The cars come standard with dual airbags, air conditioning, anti-lock brakes (optional on Lumina Sedan), and an anti-theft system. Dual zone temperature controls were added to reduce driver/passenger friction. Additionally, Lumina offers many child protection features, including child security rear door locks, rear-seat safety belt child comfort guides and a power window lockout feature (optional on Lumina Sedan).
Another feature is daytime running lights, which provide low current to the headlights whenever the engine is running. This makes vehicles more visible and has proved to be a deterrent in preventing accidents.
A superior safety package is only one dimension of Lumina's appeal. Lumina delivers added peace of mind with a standard PASS-Key II theft-deterrent system and the optional dealer-installed OnStar system. OnStar provides 24-hour access to the most comprehensive and user-friendly communications service developed to date for the automotive industry, including Global Positioning System (GPS) satellite technology - all connect by computer to an in-car cellular phone.
1999 Chevrolet Lumina
More muscle for '99
The standard engine is the 3.1-liter overhead valve V-6 developed by Buick, which puts out 160 horsepower. But for performance hounds, there’s also an optional 3.8-liter unit that delivers 200 horsepower and gobs of torque. This replaces the four-cam 3.4-liter V-6 that had 15 more ponies, but lacked torque at lower speeds. The former engine was also more expensive to make and notoriously noisy.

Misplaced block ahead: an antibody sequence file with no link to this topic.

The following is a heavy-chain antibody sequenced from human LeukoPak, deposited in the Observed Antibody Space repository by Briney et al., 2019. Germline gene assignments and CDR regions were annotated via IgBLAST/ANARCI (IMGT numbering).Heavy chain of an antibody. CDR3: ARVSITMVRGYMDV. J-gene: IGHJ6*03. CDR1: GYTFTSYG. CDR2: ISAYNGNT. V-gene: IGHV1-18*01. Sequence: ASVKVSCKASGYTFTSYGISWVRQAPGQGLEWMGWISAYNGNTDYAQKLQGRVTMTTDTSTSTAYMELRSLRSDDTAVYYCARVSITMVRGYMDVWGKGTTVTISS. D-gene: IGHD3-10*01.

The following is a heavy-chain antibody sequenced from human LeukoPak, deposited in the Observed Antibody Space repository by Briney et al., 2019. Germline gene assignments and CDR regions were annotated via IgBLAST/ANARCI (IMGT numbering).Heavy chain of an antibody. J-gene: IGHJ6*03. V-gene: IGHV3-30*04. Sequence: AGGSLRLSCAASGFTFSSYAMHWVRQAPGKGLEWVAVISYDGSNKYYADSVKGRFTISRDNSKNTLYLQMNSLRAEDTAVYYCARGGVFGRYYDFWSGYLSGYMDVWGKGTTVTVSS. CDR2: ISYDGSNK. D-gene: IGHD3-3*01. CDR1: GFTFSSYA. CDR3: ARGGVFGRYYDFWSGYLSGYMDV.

There are three basic versions: The Lumina Sedan and Lumina LS feature the 3100 V-6 engine, while the Lumina LTZ includes the 3800 Series II V-6 engine standard for '99. Both powerplants include 100,000-mile platinum-tip spark plugs and 150,000-mile extended-life engine coolant. For additional driver confidence, Lumina provides a three-year/36,000-mile GM Bumper to Bumper Limited Warranty, 24-Hour Roadside Assistance and Courtesy Transportation programs for its owners.
Chevrolet makes as good a transmission as anyone does today and better than many cars that cost much more. It is well tuned to the V-6 engines and encourages you to select the gears manually during spirited drives on hilly and winding roads. This year it is even better, with an electronic clutch for smoother shifts.
Most major changes to the ’99 models involve new suspension features and a new color. Auburn Nightmist Metallic exterior color replaces Deep Purple in the Lumina lineup.
Lumina Euro erased
The Euro package previously available on the Lumina is history, but most of the features are available in the LTZ package or on the option list. The firmer suspensions can be complemented by 16-inch aluminum wheels. The LTZ also includes four-wheel disc brakes with ABS for effective cooling and enhanced brake performance during hard braking, a dual-outlet exhaust and bucket seats.
In all, Chevrolet offers five sedans targeted to meet the needs of any age group, lifestyle and budget: In addition to the Lumina, there are the Malibu, Prizm, Cavalier and Metro. With such a selection, Middle America will be singing all the way to Branson and back.